You should also stay away from work, school or public places, to help prevent putting other people at risk. This also applies if you or a family member aren’t fully immunised and may have been in contact with someone with measles.
Measles isn’t easy to treat. The best way to protect yourself and your family against measles is immunisation.
Measles is covered by the New Zealand Immunisation Schedule. The vaccine used is the measles-mumps-rubella vaccine (M-M-R® II).
Get up to date with your immunisations
It’s never too late to get up to date with your immunisations. By being immunised, you will not only be protecting yourself and your family – you’ll also stop the disease spreading in your community.
- Young children are usually vaccinated at 15 months and four years of age.
- Two doses are necessary to give the best protection.
- The measles vaccine can sometimes be given from 12 months of age (eg, during a measles outbreak).
- Immunisation is also very important for older children and adults.
If you or your children haven’t been fully immunised, you can protect yourselves by being immunised.
- All NZ residents born from 1 January 1969 who haven’t had two doses of measles vaccine in the past are eligible for free measles vaccinations.
- If you’re born from 1 January 1969 and aren’t sure whether you’ve been vaccinated, check with your family doctor or practice nurse.
- If you were born before 1969, it’s likely that you’ve been exposed already – you’re considered to be immune.
For more information about the vaccine, read the HealthEd resource Childhood Immunisation.
Who shouldn’t have the vaccine?
You shouldn’t get immunised if you:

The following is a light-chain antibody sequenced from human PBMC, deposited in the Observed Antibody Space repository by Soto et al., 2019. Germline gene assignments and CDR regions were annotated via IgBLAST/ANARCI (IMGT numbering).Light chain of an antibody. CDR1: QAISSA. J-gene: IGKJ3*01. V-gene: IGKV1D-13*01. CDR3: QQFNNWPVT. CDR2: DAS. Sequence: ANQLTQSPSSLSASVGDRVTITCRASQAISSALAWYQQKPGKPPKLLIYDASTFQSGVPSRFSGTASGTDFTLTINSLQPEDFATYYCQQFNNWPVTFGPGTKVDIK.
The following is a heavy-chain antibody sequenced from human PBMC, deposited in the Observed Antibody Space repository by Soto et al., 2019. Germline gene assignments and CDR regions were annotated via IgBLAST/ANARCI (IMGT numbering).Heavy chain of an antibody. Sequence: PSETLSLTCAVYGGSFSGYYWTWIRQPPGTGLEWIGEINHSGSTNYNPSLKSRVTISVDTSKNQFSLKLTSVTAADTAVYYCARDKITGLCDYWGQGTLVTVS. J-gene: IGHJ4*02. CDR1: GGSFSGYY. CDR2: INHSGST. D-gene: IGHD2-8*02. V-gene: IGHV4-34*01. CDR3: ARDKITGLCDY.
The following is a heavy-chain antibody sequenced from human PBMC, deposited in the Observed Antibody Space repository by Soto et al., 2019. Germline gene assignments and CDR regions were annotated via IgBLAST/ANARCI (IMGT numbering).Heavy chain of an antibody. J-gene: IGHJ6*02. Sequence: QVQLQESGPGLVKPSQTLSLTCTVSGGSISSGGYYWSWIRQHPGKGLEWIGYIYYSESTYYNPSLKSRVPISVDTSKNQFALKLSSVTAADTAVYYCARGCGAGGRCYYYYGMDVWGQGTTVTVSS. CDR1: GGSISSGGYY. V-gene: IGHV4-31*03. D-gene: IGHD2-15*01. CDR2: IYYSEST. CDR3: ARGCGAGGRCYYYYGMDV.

- are pregnant
- have a severe allergy or immunosuppressive condition.
If you think you have been exposed to measles and are unable to have the vaccine, ask your doctor for advice.
In this section
- Frequently asked questions on measles, including what to do if you suspect you or a family member has measles and information on the MMR vaccine. Read more
- While measles can be a dangerous illness with long-term side effects for any child, it has a more than 50 percent death rate for New Zealand children with low immunity, such as those receiving cancer treatment. The most important thing we can do to protect these children is to make sure that we and our children are immunised against measles, so that we cannot spread the illness. Read more
Immunisation: Making a Choice for Your Children
Felicity Lyme talks about what having measles is like.
Don’t Assume You’re Immune
Immunisation information for young adults.
Better Health Channel
Consumer health information from the Victoria (Australia) state government.
Immunisation Advisory Centre
Independent information on the immunisations available in New Zealand. Freephone 0800 IMMUNE.
- Measles – includes factsheets for contacts and people at high risk.
Developed by the Starship Foundation and the Paediatric Society of New Zealand.